As is often the case with this Belgian surrealist, As is often the case with this Belgian surrealist, he challenges concepts and assumptions, and everyday objects cannot always be taken at face value.

The viewer is presented with three apparently identical men wearing bowler hats and with clearly defined outfits, placed outdoors in a dusk of indigo and black. Each upright figure has his own crescent moon hanging over him, and they all face different ways.

One looks towards the white glow of the horizon, while the second shows a little of his face as he turns towards the left hand distance, and the third is seen in profile.

The initial impression may be that they are sharing the same space, but they could also be inhabiting separate worlds, although it is impossible for the eye to discern where one person's sky becomes another's.

The figures present no personalities - they could all be the same or have none at all. It is the suggestion of being both part of the same world, and yet also apart from it, that makes it vaguely disquieting and connects it with preoccupations of alienation, loneliness and isolation today.

For similar reasons, it found popularity in the sixties in the pop art movement, and was used on several album covers.

Stiff bowler-hatted gents occur throughout Magritte's work, with the first being The Musings of a Solitary Walker in 1926. They have the effect of showing personalities that cannot be identified or made individual, and so appear to be identical.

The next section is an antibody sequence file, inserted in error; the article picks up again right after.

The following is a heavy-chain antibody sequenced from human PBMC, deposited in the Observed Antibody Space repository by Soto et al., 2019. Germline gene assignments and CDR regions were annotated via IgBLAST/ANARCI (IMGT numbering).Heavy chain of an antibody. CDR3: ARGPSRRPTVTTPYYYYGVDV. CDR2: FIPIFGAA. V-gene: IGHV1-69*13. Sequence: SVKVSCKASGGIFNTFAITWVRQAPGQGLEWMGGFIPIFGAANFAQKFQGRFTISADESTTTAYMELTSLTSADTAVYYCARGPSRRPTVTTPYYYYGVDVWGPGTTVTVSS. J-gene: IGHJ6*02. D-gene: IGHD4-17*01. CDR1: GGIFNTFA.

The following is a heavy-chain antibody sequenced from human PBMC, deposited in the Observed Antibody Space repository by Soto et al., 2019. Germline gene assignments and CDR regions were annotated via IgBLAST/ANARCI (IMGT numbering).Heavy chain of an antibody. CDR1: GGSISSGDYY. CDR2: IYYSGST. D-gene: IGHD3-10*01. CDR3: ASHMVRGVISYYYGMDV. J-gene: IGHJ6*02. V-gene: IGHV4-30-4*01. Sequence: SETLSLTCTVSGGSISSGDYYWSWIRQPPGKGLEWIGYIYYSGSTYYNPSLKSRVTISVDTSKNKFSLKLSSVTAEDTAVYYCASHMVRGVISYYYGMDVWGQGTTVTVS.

This idea is carried over to his other paintings, such as The Lovers or Les Amants. Here, an emotional kiss between two people is subverted by covering each face in cloth, thus challenging the viewer's expectations and perhaps causing them to feel slightly disturbed.

His late painting The Son of Man shows yet another smart man in a bowler hat, this time with a green apple hiding his face. It was a common theme throughout the surrealist movement, which used disguises and masks to explore what is hidden, or at least what appears to be so.

The surrealist group was instigated by André Breton in the early 1920s, and sought to explore the unconscious mind to access the imagination.

A revolutionary cultural and philosophical movement as well as an artistic one, it drew in such artists as Salvador Dali, Max Ernst, Picasso and Marcel Duchamp, and was also involved in film-making with the likes of Bunuel and Man Ray.

Some of them then moved on to other styles, while the Catalan artist Joan Miró was heavily influenced by its ideals, but chose to experiment in different ways.

Magritte, who was himself often photographed wearing bowler hats, is arguably the most important 20th-century Belgian artist. Initially influenced by the Italian artist De Chirico, he played with notions of reality that turned his creations into riddles.

By 1926 he had joined the Belgian Surrealists, before moving to Paris the following year and becoming involved with the surrealists there. He continued to develop the concept of disconnected objects, as in This is not a Pipe (Ceci N'Est Pas une Pipe) or The Treachery of Images.

Perhaps recalling his time in advertising, figures were dressed as anonymous businessmen. Although he was well known, fully international recognition didn't come until 1948, when he signed up with a New York dealer. He died in 1967, shortly after a major retrospective opened in that city's Museum of Modern Art.

Magritte was born in Lessines, with the family moving to Châtelet later. René went on to study at the Académie Royale des Beaux-Arts in Brussels, which he found to be an unsatisfactory experience.

Magritte's father was a tailor and textile merchant, which may account for the natty dressing of his subjects. His mother committed suicide shortly before her son started to paint.

His early life and experiences shaped his art and made it a natural for the developing surrealist movement. It may also explain the sense of detachment that is so prevalent in it. He has remained popular, with his ideas striking a chord in todays lifestyle.